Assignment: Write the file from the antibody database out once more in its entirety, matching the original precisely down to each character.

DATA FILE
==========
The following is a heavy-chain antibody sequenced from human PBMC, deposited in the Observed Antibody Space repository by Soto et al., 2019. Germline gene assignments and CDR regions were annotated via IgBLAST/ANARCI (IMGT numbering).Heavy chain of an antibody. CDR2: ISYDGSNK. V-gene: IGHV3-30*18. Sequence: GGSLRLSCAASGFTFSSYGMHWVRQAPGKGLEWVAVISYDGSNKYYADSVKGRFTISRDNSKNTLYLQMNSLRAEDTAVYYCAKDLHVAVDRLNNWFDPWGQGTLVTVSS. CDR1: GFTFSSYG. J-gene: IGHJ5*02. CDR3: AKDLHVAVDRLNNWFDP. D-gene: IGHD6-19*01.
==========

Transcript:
The following is a heavy-chain antibody sequenced from human PBMC, deposited in the Observed Antibody Space repository by Soto et al., 2019. Germline gene assignments and CDR regions were annotated via IgBLAST/ANARCI (IMGT numbering).Heavy chain of an antibody. CDR2: ISYDGSNK. V-gene: IGHV3-30*18. Sequence: GGSLRLSCAASGFTFSSYGMHWVRQAPGKGLEWVAVISYDGSNKYYADSVKGRFTISRDNSKNTLYLQMNSLRAEDTAVYYCAKDLHVAVDRLNNWFDPWGQGTLVTVSS. CDR1: GFTFSSYG. J-gene: IGHJ5*02. CDR3: AKDLHVAVDRLNNWFDP. D-gene: IGHD6-19*01.